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Delphi more than any other place seems to symbolize the true significance of ancient Greece in all in its phases. Each one of the various ruins that are scattered around the great temple of Apollo is like a hymn in his praise. The whole owes its glory to the famous Oracle of Apollo which functioned even up to 300 A.D. It was famed for its honesty and wisdom and had a great influence not only on the religion and moral conduct of the individuals but also on that of the state and was consulted before any great enterprise was undertaken.
Apollo, the god of Light, to whom all was known had the power to enlighten all who asked, and his mantic power was unsurpassed.
He was the most glorious and beautiful of all the gods and the Greeks, even today, say “he is a real Apollo” when they speak of someone exceedingly handsome. He is the god of music and the beloved leader of the Nine Muses. His symbol is the lyre and he wears a crown of laurels in his hair. Daphne the lovely wood nymph, inspired such a passion in him that he pursued her trying to gain her affections. In her fright, Daphne south protection near her father, the river god Peneus who transformed her into a laurel tree. Since then, Apollo considered the laurel his favorite tree and awarded, as a prize to poets and musicians, a crown made of its leaves.
The Ruins of Delphes.
The temple of Apollo in Delphes.
Mythology also tells us that at Delphi Apollo slew the terrible Python, the monster serpent that devastated the whole vicinity. Every three years, the Pythian Games were held there in his honor to commemorate this great victory. At first, there were contests in music and in singing but later, the festival included games and contests of all kinds with a wreath of bay leaves as a prize.
People from all parts of the world came to Delphi, where Pythia, the priestess of Apollos temple gave out mysterious oracles which were believed to come from the god himself. Pythia sat on a Tripod over a chasm for which the vapors issued and chewed on bay leaves.
When she became delirious from the fumes, she would utter incoherent phrases which the priest of the god, who knew everything that went on in all Greece interpreted into prophesies suitable to the occasion both individuals and states sought the approval of the oracle for every important enterprise.
The countless pilgrims to the shrine left untold wealth there which was used to enhance the magnificence of Delphi. One of the greatest contributions to the political development of the times had its origin here. The Delphic Amphictyony, a league of twelve states, had as its objective at first the protection of the temple and Oracle of Delphi. In time it developed into a Panhellenic Council, a sort of League Of Nations to which the various cities resorted in order to protect their right. A permanent council served to arbitrate in the quarrels between the states and even between individuals and their decisions often to avert evil.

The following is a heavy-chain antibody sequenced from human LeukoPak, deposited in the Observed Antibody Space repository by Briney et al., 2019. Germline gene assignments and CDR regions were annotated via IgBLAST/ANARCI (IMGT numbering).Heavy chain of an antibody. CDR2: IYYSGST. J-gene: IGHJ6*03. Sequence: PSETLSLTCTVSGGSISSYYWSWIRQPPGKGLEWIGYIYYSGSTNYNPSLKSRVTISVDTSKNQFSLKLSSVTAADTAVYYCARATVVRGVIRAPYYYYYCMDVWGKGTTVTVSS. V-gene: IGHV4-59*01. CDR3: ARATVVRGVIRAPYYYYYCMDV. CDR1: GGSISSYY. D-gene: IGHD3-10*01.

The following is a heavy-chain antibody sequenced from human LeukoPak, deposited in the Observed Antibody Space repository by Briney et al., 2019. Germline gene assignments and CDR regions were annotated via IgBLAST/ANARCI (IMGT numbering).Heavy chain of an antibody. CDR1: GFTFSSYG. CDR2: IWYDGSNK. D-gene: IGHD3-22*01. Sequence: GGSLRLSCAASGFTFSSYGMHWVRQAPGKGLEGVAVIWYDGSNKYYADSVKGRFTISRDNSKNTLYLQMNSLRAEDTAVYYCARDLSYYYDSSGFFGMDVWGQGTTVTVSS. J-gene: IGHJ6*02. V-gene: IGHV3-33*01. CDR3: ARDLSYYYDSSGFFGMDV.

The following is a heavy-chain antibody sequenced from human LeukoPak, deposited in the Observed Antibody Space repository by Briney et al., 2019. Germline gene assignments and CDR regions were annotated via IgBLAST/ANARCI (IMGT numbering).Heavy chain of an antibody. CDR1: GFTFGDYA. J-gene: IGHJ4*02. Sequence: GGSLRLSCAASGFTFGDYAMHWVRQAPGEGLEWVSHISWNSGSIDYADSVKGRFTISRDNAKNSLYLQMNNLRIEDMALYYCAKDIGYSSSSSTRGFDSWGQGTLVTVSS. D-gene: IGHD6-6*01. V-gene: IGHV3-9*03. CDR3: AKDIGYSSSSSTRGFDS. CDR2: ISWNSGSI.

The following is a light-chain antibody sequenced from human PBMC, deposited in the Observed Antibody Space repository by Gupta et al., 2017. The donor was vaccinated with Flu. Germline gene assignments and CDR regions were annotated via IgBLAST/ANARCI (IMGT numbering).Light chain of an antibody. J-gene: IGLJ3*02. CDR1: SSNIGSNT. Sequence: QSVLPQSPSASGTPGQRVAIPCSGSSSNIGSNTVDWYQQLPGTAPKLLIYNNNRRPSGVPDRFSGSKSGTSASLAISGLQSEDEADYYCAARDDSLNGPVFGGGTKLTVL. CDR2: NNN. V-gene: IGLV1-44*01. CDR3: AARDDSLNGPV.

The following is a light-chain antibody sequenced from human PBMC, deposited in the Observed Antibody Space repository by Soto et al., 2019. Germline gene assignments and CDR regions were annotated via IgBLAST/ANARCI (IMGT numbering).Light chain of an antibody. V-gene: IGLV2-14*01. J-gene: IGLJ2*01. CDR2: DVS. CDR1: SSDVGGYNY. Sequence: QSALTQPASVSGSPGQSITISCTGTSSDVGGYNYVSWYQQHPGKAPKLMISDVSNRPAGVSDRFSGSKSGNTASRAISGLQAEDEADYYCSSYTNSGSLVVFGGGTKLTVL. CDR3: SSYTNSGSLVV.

In time, Delphi came to represent the center of the earth and a huge oval stone with two golden eagles, one on each side, was erected there to represent the Earth’s navel. The eagles, according to mythology set out from Mt. Olympus- the dwelling place of the gods and after flying in opposite directions around the earth, met at this spot.
Here, too, was the fountain of Castalia believed to be the source of poetic inspiration for all who were fortunate enough to bath in it. Nearby is the great temple of Apollo and all around are the ruins of the palestrae, gymnasiums, tanks or pools where the athletes bathed, porticoes, storerooms, alters, pedestals from the countless statues, the famous treasuries built in the shape of tiny temples with two columns at the facades supporting a small stoa , with a room at the rear where the private treasures of individuals and the valuable offerings of the pilgrims were deposited for safekeeping- a sort of fore-runner of the modern bank . There were also chambers in which the meeting of councils and the magistrates who had charge of the affairs at Delphi were held a large public square was filled in ancient times with the offering to Apollo and there were platforms from which the athletes began their contests. Finally, there was the theater where the musical and dramatic contests took place.
These ruins lie in a surrounding of such natural beauty that even today they inspire us with the desire to revive the magnificence of that great epoch, at least from an artistic point of view. Some years ago, festivals were held at the Delphi but unfortunately the war brought a stop to these noble endeavors, but we feel sure that those who so warmly inspire them will one day be able to continue their efforts.
Illustrated edition dedicated to the Grecian Civilazation.
Year V. Period III. Supplements 18-25
Dir. Z. A. Macatounis- Athens 1949
Pesmazoglou St. 1a
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